By: Alexandria Hernandez
Federal prosecutors charged 50 people in what they are calling the, “largest college admissions scam ever prosecuted.” Dozens of celebrities and wealthy families, many who reside in the bay area, are being accused of paying millions in bribes to help get their children into prestigious universities.
Students at San Francisco State University voiced their frustrations about the scandal.
“America is, you know, a place where you get the good education. But sometimes that good education has been stole from you in a way.” Sia Chovatiya an international student, explained how she took her SATs twice in order to get better scores and increase her chances of getting a good scholarship. She was upset to learn that wealthy parents paid administrators to change students test scores.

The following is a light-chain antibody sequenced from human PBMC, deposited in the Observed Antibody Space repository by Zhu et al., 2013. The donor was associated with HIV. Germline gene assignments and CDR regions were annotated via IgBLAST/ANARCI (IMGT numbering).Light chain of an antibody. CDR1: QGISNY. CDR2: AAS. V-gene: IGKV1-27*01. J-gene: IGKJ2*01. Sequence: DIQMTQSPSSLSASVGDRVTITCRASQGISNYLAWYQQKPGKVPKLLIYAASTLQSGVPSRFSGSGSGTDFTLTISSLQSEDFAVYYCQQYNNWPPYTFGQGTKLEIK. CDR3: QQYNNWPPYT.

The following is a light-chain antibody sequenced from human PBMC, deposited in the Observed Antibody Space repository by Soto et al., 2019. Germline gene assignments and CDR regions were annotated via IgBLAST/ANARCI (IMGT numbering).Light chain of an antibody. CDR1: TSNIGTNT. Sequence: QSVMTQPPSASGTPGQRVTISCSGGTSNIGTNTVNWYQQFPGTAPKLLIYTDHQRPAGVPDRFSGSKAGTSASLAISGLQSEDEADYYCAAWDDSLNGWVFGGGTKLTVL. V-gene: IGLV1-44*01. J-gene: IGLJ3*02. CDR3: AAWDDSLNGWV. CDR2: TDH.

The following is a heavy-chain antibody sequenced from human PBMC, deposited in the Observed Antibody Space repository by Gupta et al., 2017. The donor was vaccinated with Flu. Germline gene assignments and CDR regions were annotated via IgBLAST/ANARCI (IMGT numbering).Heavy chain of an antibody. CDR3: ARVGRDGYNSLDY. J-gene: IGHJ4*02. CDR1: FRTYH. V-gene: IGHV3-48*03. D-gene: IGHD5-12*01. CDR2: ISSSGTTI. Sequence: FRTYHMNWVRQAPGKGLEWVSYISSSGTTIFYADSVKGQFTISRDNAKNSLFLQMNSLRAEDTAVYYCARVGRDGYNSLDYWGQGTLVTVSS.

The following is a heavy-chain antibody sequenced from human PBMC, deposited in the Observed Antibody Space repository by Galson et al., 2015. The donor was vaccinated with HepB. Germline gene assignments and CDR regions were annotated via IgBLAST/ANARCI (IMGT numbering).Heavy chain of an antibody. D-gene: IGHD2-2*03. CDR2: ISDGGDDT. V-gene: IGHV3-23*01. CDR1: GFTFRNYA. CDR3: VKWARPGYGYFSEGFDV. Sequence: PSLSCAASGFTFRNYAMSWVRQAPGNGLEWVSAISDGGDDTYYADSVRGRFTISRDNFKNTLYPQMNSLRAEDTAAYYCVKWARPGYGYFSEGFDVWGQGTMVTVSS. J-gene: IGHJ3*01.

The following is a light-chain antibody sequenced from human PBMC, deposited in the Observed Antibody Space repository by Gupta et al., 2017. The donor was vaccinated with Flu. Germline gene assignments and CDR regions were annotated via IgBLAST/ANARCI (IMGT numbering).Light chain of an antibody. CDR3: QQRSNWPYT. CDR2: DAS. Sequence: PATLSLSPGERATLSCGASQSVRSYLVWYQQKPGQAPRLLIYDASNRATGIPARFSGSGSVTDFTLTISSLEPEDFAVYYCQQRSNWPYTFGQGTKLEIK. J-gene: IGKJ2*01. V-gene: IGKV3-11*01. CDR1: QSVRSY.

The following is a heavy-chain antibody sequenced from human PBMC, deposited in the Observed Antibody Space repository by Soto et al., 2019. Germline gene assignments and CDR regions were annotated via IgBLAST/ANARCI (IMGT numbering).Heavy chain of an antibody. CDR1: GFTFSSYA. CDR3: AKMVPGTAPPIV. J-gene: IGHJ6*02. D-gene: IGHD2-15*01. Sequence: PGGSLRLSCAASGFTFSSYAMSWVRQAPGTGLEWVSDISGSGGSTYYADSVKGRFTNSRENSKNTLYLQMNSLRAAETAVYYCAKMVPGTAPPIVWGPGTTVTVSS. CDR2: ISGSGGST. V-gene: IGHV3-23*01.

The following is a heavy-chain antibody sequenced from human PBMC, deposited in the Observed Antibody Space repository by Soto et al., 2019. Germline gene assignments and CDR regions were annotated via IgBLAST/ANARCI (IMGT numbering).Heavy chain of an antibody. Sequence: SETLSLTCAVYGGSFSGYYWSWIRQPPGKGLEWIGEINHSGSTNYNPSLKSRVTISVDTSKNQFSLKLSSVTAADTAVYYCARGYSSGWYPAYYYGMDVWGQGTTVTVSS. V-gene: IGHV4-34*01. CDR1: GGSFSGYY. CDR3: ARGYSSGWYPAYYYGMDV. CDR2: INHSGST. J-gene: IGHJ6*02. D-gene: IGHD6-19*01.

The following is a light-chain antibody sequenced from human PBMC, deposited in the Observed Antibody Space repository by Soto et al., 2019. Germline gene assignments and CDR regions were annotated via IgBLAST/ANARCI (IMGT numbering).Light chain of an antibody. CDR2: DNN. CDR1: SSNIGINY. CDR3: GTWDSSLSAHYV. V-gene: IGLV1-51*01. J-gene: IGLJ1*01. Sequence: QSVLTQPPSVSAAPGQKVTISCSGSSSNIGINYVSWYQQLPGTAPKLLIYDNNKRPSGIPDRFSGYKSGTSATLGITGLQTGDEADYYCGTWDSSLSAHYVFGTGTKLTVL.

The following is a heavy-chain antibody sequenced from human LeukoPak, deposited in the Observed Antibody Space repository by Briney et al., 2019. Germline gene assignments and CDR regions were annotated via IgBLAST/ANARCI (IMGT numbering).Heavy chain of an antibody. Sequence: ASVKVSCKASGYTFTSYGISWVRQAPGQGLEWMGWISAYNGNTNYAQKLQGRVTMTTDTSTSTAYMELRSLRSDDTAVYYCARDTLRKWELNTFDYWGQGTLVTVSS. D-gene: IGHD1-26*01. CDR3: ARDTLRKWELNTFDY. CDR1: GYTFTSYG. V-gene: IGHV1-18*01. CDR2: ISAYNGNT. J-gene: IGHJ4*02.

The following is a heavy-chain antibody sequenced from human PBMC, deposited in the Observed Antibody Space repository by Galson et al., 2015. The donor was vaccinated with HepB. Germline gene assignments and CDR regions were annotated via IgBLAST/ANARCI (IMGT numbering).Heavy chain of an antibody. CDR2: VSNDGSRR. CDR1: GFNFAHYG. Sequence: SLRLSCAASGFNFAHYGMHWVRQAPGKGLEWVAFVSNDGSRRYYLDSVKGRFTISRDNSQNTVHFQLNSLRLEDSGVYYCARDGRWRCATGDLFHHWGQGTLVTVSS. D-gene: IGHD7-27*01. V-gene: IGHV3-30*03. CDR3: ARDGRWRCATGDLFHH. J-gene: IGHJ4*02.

Kyle Cabral a student at San Francisco State said, “It’s not fair to us because you know we work really hard to get into school.”
Authorities say parents paid administrators between 15-75,000 dollars for higher sat scores and falsified college applications. These payments were made to a fake charity orchestrated by business man William Singer.
The parents involved are being charged with conspiracy to commit wire fraud, money laundering, and racketeering. Administrators and university coaches linked to the scandal are also facing ramifications. For now, no legal action is being taken against the students.